“At heart, Jackson and his team did a careful job of scouring The Hobbit and The Lord of the Rings for more information about events at the time of Bilbo’s journey,” Rateliff said. “They made good use of these to flesh out events that occur off-stage in Tolkien’s original book, like the meeting of the White Council.”
Radagast the Brown
In the movie, Bilbo and the dwarves face imminent death by an approaching orc horde in the western lands of Eriador (not 100 percent clear since this meeting never took place in the books), when the wizard Radagast the Brown turns up with his sled of rabbits to save the day. Though a Jackson addition, this scene does pay homage to Tolkien with two much-appreciated nerd references. First, Gandalf warns that his friend cannot outrun the wolf-like Wargs, since they are from Gundobad. This seemingly made-up label actually refers to Mount Gundobad, the goblin kingdom to the north of Mirkwood forest. Radagast is not having it, however. “These are Rhosgobel rabbits, I’d like to see them try!” he retorts, making a second reference to his equally obscure homestead of Rhosgobel.
Radagast himself appears only briefly in The Lord of the Rings and The Hobbit when Gandalf mentions his existence. Radagast’s central role in the film—especially the rabbit chase scene, which made Drout wonder “if George Lucas was allowed to touch the script”—is Jackson’s invention.
(See the full-version infographic of where these plot points came from)
Ungoliant the spider
Even Ungoliant, an evil spirit who originated “before the world” and takes the form of a massive spider, gets a brief citation. “Ungoliant is mentioned in The Lord of the Rings in the description of Shelob, ‘last child of Ungoliant,’” Drout said. “But you’d only know the significance of the word Ungoliant if you’d read The Silmarillion.”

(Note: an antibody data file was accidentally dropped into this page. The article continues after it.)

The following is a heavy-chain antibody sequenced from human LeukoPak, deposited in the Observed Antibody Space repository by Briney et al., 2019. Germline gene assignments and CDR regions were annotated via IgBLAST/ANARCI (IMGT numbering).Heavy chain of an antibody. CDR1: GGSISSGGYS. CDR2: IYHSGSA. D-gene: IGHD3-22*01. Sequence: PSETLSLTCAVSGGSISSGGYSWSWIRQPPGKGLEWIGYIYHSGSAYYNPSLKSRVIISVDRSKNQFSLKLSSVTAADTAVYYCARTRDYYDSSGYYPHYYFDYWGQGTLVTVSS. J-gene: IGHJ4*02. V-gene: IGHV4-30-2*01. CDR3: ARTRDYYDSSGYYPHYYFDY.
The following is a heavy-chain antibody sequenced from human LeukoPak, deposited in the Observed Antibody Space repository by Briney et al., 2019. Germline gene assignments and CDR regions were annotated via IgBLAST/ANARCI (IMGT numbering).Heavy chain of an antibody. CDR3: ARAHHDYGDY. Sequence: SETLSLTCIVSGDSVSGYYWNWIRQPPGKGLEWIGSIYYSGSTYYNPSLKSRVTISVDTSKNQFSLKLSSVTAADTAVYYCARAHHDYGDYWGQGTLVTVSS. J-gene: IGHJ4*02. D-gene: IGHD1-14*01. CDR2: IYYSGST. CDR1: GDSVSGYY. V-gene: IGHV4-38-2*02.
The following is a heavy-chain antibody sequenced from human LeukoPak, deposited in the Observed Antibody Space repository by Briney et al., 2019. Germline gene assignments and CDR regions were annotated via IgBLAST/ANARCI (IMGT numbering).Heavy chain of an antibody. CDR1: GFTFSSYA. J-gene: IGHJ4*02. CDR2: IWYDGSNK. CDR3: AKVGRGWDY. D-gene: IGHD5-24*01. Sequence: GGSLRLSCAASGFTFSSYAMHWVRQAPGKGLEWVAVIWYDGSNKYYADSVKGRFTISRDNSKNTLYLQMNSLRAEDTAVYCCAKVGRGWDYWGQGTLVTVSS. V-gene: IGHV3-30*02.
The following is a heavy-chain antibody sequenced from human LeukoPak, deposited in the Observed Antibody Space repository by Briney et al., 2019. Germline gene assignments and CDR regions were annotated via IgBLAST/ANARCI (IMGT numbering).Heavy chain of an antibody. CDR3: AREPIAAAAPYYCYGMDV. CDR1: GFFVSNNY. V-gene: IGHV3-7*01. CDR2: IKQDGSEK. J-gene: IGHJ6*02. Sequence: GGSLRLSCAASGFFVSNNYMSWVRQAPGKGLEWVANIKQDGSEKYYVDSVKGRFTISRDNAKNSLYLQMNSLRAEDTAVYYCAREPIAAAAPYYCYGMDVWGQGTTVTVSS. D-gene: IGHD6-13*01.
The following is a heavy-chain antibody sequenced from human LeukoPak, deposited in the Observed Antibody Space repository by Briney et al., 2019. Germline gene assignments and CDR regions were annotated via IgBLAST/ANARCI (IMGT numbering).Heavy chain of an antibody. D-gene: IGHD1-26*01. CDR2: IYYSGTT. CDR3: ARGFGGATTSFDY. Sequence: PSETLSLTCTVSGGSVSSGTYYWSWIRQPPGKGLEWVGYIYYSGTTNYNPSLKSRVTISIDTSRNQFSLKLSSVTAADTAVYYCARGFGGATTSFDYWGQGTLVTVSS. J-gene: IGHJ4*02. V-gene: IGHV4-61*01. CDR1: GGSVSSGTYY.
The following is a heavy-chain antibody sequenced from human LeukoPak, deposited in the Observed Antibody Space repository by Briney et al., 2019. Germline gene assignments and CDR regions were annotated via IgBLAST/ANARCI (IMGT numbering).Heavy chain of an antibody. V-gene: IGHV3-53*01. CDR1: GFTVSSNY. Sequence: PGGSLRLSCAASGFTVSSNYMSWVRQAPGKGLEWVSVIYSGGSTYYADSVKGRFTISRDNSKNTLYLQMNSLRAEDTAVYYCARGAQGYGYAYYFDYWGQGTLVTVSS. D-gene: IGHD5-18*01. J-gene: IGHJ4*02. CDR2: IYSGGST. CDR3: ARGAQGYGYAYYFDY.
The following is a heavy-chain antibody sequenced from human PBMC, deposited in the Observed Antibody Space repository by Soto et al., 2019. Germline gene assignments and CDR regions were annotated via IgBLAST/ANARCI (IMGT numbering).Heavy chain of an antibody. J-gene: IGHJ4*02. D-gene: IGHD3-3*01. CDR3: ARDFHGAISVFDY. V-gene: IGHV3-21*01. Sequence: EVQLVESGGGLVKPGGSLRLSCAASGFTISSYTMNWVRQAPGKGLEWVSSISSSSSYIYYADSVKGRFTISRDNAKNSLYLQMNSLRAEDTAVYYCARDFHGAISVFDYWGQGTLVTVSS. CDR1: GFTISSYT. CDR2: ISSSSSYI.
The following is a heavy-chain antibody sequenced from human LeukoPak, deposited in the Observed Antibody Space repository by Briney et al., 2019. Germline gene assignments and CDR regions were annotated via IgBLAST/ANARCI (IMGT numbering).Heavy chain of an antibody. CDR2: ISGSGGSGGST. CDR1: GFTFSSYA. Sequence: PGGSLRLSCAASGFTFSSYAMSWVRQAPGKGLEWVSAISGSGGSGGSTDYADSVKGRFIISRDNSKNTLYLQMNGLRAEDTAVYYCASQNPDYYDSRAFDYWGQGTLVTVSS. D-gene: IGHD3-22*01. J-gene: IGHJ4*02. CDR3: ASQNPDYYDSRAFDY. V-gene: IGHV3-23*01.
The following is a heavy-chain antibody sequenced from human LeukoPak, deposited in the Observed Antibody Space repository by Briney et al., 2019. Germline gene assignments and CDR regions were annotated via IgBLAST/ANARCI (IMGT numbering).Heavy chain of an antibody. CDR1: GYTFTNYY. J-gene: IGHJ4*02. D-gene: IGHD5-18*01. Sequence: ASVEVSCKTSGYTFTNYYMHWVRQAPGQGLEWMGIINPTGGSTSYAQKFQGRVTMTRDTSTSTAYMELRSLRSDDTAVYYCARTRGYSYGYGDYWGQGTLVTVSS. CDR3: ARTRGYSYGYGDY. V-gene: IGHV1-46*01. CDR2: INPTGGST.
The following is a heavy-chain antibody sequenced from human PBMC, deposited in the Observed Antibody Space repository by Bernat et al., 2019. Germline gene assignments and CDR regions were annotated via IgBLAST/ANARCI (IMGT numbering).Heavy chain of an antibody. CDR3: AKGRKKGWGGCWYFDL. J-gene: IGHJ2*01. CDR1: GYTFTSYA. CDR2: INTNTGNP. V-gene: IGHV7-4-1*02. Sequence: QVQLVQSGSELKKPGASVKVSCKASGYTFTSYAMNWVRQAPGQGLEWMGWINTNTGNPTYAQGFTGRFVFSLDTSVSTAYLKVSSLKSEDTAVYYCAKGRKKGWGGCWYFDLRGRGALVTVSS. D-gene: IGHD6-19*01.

Potential plot threads for the next films
Having a handle on the Tolkien lore can also clue fans in on potential scenes to come in the second and third Hobbit movies. (Warning: for those who prefer to avoid possible spoilers, skip this section!) For example: Will viewers be treated to a flashback of Gandalf wandering into the dungeon of Dol Guldur to recover the map and key for the Lonely Mountain from Thorin’s crazed, imprisoned father, Thráin? Will Galadriel’s forces take on the Necromancer as detailed in the appendices and hinted at in The Hobbit when she reassures Gandalf, “If you need me, call and I will come?” And will Bilbo meet an intriguing 10-year-old named Aragorn in Rivendell on his journey back to Hobbiton?
Of course, some fans will never be satisfied by Hollywood’s stab at Tolkien, no matter how faithful the films are to the original works. When technology reaches the point that Tolkien zealots can produce their own movies, however, this may change. “Some nerdy person like I was when I was 14 will sit in a basement for three years and come out with a film that perfectly renders everything,” Drout predicted. “At that point, there will be nothing that intellectual property lawyers can do to stop it.”